There's a Reverse Cloud on the Horizon
Anyone involved in augmented and virtual reality will tell you that the biggest connectivity issue for AR/VR development isn't bandwidth; it's latency. The problem is the massive computer processing that has to take place between the user interface and any source of interactive content. When that processing takes place far away, it introduces lag time into the experience. While high-performance networks can mitigate that lag, the simplest way to solve for higher performance is to move processing power closer to the end user.
There are a couple of different ways to address AR/VR compute requirements. As Qualcomm Inc. (Nasdaq: QCOM) showed at CES in partnership with Osterhout Design Group (ODG), it's possible to embed significant processing power into a thin, lightweight mixed reality headset. However, no matter how sophisticated the hardware, there are still performance limitations inherent in working with a compact wireless device.
The next option is to tether an AR/VR headset to a nearby, top-of-the-line computer. That solves the problem of both latency and computing power, but it means users have less freedom of movement because the headset is attached to a wire.
A combination of high-powered video compression and next-generation networking technology should make an in-home, wireless mixed reality experience commercially feasible in the future. This would mean still having a high-performance computer on hand, but would get rid of the wire to the headset -- something companies like chip maker Celeno Communications and compression specialist NGCodec are already working on.
In the long term, however, the best solution for meeting latency and computing requirements will be to combine compression and networking advancements with a computing source that lives near, but not inside, a single user's home, thereby getting rid of the need for every person to own significant processing power.
In other words, the industry needs to move in the direction of cloud-based mixed reality technology, but where the cloud is localized rather than housed in a faraway data center.
"This whole concept of a cloud being consolidated up and a few of these being scattered around the country doesn't work," CableLabs CEO Phil McKinney told Light Reading in a recent interview. "So I think we're going to see almost this switch of architecture to go to this 'reverse cloud,' where I take the cloud and I chop it up, and I disperse it and I put it as close to the consumers [as possible]."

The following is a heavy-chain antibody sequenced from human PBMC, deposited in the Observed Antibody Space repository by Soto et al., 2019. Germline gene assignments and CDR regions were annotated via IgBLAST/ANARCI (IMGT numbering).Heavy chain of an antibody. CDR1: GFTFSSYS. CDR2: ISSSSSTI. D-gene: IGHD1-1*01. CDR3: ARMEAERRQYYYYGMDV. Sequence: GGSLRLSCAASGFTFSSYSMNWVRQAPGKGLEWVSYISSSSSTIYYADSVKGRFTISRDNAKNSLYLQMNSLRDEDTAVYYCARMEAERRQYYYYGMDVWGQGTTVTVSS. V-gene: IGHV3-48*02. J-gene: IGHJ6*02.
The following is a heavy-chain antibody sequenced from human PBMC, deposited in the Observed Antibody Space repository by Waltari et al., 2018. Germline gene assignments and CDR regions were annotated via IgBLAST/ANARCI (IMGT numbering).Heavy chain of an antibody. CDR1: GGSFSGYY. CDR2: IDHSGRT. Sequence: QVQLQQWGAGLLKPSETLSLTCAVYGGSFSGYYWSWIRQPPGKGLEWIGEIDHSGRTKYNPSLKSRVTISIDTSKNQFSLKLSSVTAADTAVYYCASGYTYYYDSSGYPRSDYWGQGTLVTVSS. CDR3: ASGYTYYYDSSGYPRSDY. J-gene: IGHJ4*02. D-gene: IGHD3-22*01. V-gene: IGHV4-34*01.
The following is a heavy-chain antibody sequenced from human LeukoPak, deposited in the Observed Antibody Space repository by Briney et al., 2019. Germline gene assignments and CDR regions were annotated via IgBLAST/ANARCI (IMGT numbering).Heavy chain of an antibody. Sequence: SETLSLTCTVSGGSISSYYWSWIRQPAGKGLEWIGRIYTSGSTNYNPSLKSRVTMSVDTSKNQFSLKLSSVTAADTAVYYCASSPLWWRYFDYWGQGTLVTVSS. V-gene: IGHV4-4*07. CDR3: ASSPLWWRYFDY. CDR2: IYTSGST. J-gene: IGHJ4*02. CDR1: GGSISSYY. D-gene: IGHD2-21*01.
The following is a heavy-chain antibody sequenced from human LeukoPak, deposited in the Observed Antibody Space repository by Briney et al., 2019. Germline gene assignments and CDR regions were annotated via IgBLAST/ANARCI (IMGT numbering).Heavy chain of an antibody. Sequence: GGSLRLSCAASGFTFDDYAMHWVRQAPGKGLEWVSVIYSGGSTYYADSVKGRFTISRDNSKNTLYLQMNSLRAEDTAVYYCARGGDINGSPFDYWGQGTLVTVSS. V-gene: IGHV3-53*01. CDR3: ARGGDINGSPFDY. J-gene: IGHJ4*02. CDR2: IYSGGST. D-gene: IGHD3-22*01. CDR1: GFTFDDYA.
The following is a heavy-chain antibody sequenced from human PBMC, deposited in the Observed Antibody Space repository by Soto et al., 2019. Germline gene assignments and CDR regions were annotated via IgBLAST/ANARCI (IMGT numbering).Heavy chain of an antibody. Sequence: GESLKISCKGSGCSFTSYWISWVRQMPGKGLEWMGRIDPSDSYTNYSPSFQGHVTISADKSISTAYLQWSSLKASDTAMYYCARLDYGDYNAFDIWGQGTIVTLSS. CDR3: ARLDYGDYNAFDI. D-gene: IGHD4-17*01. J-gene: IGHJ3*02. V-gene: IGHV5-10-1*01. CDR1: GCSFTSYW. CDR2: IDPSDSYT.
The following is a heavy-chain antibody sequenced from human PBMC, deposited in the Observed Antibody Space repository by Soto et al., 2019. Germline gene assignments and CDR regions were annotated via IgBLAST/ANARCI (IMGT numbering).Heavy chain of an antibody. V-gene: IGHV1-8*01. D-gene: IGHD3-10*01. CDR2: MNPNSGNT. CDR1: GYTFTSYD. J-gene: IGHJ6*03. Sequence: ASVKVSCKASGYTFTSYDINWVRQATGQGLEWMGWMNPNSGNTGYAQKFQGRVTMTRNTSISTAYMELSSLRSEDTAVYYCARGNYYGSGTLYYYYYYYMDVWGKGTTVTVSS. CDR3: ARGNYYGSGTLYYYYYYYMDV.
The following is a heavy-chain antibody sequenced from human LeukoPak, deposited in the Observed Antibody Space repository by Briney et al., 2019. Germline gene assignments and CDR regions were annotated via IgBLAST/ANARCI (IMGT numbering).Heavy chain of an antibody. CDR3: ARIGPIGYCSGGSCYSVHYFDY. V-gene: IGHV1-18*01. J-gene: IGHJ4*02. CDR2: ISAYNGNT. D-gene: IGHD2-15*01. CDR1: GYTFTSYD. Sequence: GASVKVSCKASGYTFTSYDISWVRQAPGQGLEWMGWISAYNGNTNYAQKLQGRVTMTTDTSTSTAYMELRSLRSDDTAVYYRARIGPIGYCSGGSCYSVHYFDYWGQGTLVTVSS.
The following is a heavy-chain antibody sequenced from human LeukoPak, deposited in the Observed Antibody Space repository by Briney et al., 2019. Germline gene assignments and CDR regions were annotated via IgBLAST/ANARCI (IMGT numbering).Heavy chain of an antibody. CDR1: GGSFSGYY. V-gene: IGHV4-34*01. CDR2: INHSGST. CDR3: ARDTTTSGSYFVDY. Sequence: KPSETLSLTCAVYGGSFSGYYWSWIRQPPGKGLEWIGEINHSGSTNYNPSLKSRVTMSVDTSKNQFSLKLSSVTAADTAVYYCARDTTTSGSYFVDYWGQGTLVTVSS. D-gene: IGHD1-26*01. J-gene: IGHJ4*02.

McKinney calls the concept a reverse cloud, but another way of looking at the idea is to see the distribution of processing power as a way of bringing the cloud closer to home. Other industry terms for the concept include edge computing and fog computing.
Moving the cloud has big implications for service providers and how they'll need to architect their networks in the future. And in fact, the advantages of distributed networks are popping up everywhere, from supporting advanced wireless and wireline broadband connections to enabling larger video libraries and higher-resolution video delivery. The AR/VR experience is just one more application pushing networks in the same distributed direction, and not just for bandwidth, but for computing power.
As many have now pointed out, the need for localized infrastructure gives cable companies a competitive advantage. (See Nokia: Why Web Scale Alone Can't Win.)
Cable operators already claim a significant footprint in last-mile wireline connectivity, and there's an ongoing push to minimize even the coaxial part of that footprint as several cable companies drive fiber deeper into their networks. The nodes that cable companies install as part of that process could theoretically also carry a new computing load.
"There's still a lot of work that needs to be done to bring that near-compute, but we think that that is where cable has a unique play because cable has this unbelievably large, massive real estate footprint," says McKinney. "If you think of every node that's built into the network all across the country, and if you can put a little bit of compute into every one of those nodes to deliver a better, near-local experience, that becomes something."
To be clear, cable companies aren't putting compute power into nodes today, but there's nothing to say they couldn't upgrade those electronics in the future.
"I wouldn't say that today the near-compute would be something that you could get a return on," McKinney acknowledges, but the day will come when the economics make sense, and it could put cable in a very interesting position as the augmented and virtual reality industry develops.
— Mari Silbey, Senior Editor, Cable/Video, Light Reading